LACONIA — Lakes Region Public Access TV station manager Denise Beauchaine was cautioned by members of the board of directors of LRPA Tuesday night over questions she had asked of Gilford selectmen at their January 22 meeting.
Beauchaine said that she had asked the questions, all of which dealt with issues being negotiated in a new contract between LRPA member towns and MetroCast Cablevision, in her capacity as a private citizen, not as station manager, and was well within her First Amendment rights to do so.
But that didn't cut it with Phil Warren, Meredith town, manger who is also that town's representative on the LRPA board and has been working with the group that is negotiating the new MetroCast contract.
''I have a problem with that. You work for this board and the public sees you in that role as our station manager,'' said Warren.
He said that the issue isn't about her free speech rights but about her responsibilities as an employee working for the board.
""We have the right to restructure and even terminate your contract,'' said Warren, who pointed out that there were misstatements that she made at the meeting, including a reference to a Gilford Cable Committee, which is inactive.
He asked her to have a discussion with the board before she made any similar public appearances and she agreed that she would.
''Why is it being done in the dark?'' Beauchaine had asked earlier about the negotiations, saying that the reason she went to the selectmen was because she wasn't able to get any answers from negotiators and was concerned over reports that that LRPA had been removed as the content provider in the new contract and that the station would no longer receive the $30,000 in funds from MetroCast it had received each year in the last contract.
Other questions she had asked of selectmen included whether or not the WLNH Children's Auction would be broadcast and how Gilford residents would be able to make video submissions to be shown on cable.
Chan Eddy, chairman of the LRPA Board of Directors, confirmed that LRPA was not named in the new contract and would no longer receive funds from MetroCast, but said other doors of opportunity were being opened up. He says the new business model being developed by LRPA will be based on corporate and business sponsorships and a fee for service opportunity for the LRPA production staffers to produce programming for other organizations which may not even appear on LRPA.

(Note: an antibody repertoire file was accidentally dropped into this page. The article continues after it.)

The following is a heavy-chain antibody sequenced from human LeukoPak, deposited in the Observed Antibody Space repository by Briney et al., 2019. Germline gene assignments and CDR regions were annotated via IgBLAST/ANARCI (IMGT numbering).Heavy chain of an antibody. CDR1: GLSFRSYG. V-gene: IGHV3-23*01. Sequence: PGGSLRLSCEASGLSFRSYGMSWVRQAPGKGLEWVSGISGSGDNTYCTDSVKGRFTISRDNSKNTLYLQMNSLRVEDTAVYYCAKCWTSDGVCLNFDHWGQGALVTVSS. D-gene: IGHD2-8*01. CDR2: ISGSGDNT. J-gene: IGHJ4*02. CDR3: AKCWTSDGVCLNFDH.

The new plan calls for each of the dozen or so member communities served in the MetroCast franchise area to operate their own education and government channels (24 and 26) while LRPA will provide public access on Channel 25 as a regional channel which will air material from citizens, organizations and groups from any community which is a member of the LRPA.
The education and government channels will air only in the communities in which their programs originate and Warren says that he suspects that most towns won't want to take on the public access responsibilities and that all of that programming will end up with LRPA.
Town-specific productions will be streamed via computer from those towns to separate nodes at the studio so that they are transmitted only within that town or city, while regional productions will be broadcast on Channel 26.
''We're all set up for our local government channel to operate and I expect the schools will do the same with education. But we're not all interested in handling public access,'' said Warren, which means that LRPA will pretty much have that area to itself.
Eddy suggested that there could well be a place for LRPA to handle production needs for the local government and educational channels in those towns which don't want to do it locally. ''Some may want to have LRPA do all of the taping and production.''
''We're going to see it evolve,'' said Eddy of the LRPA. He plans to complete the business plan he has been working on since last summer and submit to the LRPA board when it meets next month. It is anticipated that a new cable franchise agreement will take effect on July 1.